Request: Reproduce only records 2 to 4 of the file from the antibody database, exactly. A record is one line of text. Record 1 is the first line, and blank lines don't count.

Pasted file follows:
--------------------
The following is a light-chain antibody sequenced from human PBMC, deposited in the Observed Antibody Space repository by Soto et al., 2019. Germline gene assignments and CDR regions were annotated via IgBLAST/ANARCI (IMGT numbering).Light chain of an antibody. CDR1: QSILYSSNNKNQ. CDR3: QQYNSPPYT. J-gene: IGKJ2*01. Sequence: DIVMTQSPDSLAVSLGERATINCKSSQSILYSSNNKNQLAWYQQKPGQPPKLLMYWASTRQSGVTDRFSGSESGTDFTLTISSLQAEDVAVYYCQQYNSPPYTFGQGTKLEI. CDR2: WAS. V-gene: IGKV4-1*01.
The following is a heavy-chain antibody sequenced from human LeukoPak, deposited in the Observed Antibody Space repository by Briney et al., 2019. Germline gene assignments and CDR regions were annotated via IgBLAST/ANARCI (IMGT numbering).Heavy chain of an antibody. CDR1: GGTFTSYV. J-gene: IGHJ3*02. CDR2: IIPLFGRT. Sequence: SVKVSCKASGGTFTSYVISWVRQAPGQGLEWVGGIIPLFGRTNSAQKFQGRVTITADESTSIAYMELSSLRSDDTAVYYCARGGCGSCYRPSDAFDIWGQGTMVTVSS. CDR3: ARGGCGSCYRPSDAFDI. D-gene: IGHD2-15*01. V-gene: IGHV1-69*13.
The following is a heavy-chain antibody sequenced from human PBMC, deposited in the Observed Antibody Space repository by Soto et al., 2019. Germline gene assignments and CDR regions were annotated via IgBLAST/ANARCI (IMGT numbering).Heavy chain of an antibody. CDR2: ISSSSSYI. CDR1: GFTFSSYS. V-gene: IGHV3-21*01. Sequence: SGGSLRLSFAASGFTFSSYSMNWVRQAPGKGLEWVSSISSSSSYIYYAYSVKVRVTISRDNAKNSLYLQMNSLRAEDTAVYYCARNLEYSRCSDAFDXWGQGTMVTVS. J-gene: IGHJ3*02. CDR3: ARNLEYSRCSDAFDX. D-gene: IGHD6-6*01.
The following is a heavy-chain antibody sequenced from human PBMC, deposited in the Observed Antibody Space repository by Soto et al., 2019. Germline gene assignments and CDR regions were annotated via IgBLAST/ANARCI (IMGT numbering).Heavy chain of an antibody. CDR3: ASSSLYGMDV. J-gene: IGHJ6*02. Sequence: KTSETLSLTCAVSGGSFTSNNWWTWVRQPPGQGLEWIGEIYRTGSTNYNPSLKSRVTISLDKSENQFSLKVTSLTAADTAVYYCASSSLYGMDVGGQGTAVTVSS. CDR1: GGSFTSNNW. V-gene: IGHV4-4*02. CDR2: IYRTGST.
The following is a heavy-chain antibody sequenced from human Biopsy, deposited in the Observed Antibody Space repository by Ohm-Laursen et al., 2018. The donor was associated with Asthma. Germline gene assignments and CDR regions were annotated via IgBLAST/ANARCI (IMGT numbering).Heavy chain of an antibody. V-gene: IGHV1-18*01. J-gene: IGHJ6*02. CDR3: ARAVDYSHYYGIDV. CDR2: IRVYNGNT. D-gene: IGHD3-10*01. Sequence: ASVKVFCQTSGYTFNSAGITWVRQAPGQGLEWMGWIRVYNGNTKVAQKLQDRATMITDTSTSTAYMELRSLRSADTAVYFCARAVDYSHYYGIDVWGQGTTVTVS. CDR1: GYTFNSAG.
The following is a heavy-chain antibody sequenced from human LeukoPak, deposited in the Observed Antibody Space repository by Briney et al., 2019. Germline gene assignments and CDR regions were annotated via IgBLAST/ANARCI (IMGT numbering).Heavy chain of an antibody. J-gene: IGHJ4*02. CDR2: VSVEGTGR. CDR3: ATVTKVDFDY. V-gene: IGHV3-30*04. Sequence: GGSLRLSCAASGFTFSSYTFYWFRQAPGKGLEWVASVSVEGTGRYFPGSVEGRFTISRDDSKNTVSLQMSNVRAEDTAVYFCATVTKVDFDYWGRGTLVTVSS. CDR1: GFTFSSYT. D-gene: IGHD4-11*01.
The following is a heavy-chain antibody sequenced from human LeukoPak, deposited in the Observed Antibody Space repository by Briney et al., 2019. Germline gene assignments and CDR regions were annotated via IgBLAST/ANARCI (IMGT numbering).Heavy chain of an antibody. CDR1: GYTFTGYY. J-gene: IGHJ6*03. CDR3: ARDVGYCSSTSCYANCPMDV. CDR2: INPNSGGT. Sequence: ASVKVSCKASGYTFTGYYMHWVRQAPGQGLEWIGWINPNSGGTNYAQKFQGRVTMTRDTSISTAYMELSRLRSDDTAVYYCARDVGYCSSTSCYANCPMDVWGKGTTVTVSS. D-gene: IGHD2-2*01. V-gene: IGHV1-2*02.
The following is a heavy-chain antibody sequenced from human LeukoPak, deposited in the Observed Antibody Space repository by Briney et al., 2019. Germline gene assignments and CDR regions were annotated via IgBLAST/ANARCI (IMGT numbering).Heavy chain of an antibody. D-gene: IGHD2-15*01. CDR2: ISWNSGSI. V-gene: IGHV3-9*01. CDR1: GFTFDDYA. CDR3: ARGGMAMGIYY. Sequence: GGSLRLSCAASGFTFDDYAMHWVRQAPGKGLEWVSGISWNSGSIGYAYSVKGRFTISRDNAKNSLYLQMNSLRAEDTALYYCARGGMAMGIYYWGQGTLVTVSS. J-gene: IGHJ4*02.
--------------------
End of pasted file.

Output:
The following is a heavy-chain antibody sequenced from human LeukoPak, deposited in the Observed Antibody Space repository by Briney et al., 2019. Germline gene assignments and CDR regions were annotated via IgBLAST/ANARCI (IMGT numbering).Heavy chain of an antibody. CDR1: GGTFTSYV. J-gene: IGHJ3*02. CDR2: IIPLFGRT. Sequence: SVKVSCKASGGTFTSYVISWVRQAPGQGLEWVGGIIPLFGRTNSAQKFQGRVTITADESTSIAYMELSSLRSDDTAVYYCARGGCGSCYRPSDAFDIWGQGTMVTVSS. CDR3: ARGGCGSCYRPSDAFDI. D-gene: IGHD2-15*01. V-gene: IGHV1-69*13.
The following is a heavy-chain antibody sequenced from human PBMC, deposited in the Observed Antibody Space repository by Soto et al., 2019. Germline gene assignments and CDR regions were annotated via IgBLAST/ANARCI (IMGT numbering).Heavy chain of an antibody. CDR2: ISSSSSYI. CDR1: GFTFSSYS. V-gene: IGHV3-21*01. Sequence: SGGSLRLSFAASGFTFSSYSMNWVRQAPGKGLEWVSSISSSSSYIYYAYSVKVRVTISRDNAKNSLYLQMNSLRAEDTAVYYCARNLEYSRCSDAFDXWGQGTMVTVS. J-gene: IGHJ3*02. CDR3: ARNLEYSRCSDAFDX. D-gene: IGHD6-6*01.
The following is a heavy-chain antibody sequenced from human PBMC, deposited in the Observed Antibody Space repository by Soto et al., 2019. Germline gene assignments and CDR regions were annotated via IgBLAST/ANARCI (IMGT numbering).Heavy chain of an antibody. CDR3: ASSSLYGMDV. J-gene: IGHJ6*02. Sequence: KTSETLSLTCAVSGGSFTSNNWWTWVRQPPGQGLEWIGEIYRTGSTNYNPSLKSRVTISLDKSENQFSLKVTSLTAADTAVYYCASSSLYGMDVGGQGTAVTVSS. CDR1: GGSFTSNNW. V-gene: IGHV4-4*02. CDR2: IYRTGST.